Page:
- California: The Civil War Years
- by Brigadier General Donald E.
- The California Battalion consisted of
Companies A, C, F, L and M and were known as the California 100
and California Cavalry Battalion. These companies were part of
the second Massachusetts Cavalry Regiment and participated in
campaigns and skirmishes. The California Troops, known as the
California Column, were under the command of General James H.
Carleton and was composed of the 1st Regiment of Cavalry, 1st
Battalion of Native Cavalry, and the 1st, 5th and 7th Infantry
Regiments which served in Arizona New Mexico and Texas.
The 2nd Regiment of Cavalry and the 3rd Regiment of Infantry
under P. Edward Conner kept the overland
route to California open. The 2nd, 4th, 6th and 8th Infantry
Regiments and 1st Battalion of Mountaineers provided internal
security in Northern California, Oregon and Washington by preventing
- During the Civil War approximately 17,000
Californians served the Union as U.S. volunteers. With the exceptions
of the Californians who served in the 2nd Massachusetts Cavalry,
the California forces took no part in any of the great battles
of the Civil War; yet the service they rendered was of as great
importance as that rendered by those of other states. It was
as severe, entailing long and fatiguing marches across burning
deserts and among almost inaccessible mountains. They were engaged
in hundreds of fights with Indians and small forces of Confederate
troops on the frontiers in Texas and New Mexico. It was a constant
source of regret that they were never ordered east. The Federal
Government deemed it wisest to keep them on the Pacific Coast
and in territories. They occupied nearly all the posts from get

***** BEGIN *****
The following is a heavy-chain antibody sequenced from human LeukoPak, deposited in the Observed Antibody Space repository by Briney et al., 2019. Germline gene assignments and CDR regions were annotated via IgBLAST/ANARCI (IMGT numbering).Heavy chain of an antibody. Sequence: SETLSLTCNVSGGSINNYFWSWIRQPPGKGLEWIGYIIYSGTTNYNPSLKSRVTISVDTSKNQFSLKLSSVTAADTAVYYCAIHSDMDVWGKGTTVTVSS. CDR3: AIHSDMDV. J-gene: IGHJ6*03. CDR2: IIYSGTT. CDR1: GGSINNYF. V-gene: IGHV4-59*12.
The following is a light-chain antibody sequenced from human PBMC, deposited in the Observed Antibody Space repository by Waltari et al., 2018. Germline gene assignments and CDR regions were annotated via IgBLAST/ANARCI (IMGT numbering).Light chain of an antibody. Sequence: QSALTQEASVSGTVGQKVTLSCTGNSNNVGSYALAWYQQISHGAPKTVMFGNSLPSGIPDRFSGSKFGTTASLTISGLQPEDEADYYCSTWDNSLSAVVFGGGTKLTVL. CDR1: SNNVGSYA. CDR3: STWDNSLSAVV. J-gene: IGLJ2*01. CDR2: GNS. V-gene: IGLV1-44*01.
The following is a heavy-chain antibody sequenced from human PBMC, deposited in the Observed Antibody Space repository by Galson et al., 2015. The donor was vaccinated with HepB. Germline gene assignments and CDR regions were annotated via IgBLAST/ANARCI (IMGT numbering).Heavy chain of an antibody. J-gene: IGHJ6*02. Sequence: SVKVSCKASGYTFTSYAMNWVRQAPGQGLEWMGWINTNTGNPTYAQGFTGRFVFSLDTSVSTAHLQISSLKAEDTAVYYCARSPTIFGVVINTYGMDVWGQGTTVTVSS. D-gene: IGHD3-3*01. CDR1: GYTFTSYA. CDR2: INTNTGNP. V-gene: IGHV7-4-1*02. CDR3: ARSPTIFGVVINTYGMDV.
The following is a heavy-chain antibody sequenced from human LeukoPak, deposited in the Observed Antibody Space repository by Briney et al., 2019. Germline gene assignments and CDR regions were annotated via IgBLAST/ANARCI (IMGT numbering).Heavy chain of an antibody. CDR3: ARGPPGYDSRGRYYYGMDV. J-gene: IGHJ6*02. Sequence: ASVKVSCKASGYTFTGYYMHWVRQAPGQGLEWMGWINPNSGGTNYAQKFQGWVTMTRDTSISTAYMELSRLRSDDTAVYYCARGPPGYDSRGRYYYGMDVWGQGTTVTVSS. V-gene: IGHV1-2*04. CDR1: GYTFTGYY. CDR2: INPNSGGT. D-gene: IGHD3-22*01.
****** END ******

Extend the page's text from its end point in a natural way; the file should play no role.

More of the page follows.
Sound, Washington Territory, to San Elizano, Texas, and they
performed their duty faithfully, notwithstaning their
disappointinent. It was out of absolute necessity that Californians
maintained military posts vacated by the regular Army units which
were ordered east.
- California did not follow the usual custom
of mustering militia companies into regiments, although 12 companies
did offer their services and were accepted. It was deemed a wiser
policy to let local militia companies remain under state status
because of the great amount of Southern sympathizers, Indian
depredations, and possible foreign intervention.
- In summary, the California Volunteers
of 1861-1867 were magnificent troops. The particular composition
and character of the population, the proportion of veterans,
many experienced in high commands; the infulance of active and
retired Army officers, especially the influance of Generals Sherman, Sumner, Wright, Halleck,
Hooker and Allen, a good militia; careful
selection of officers and a good system of promotion were the
main reason foe the excellence of the troops.
Reading on Californians and the Civil War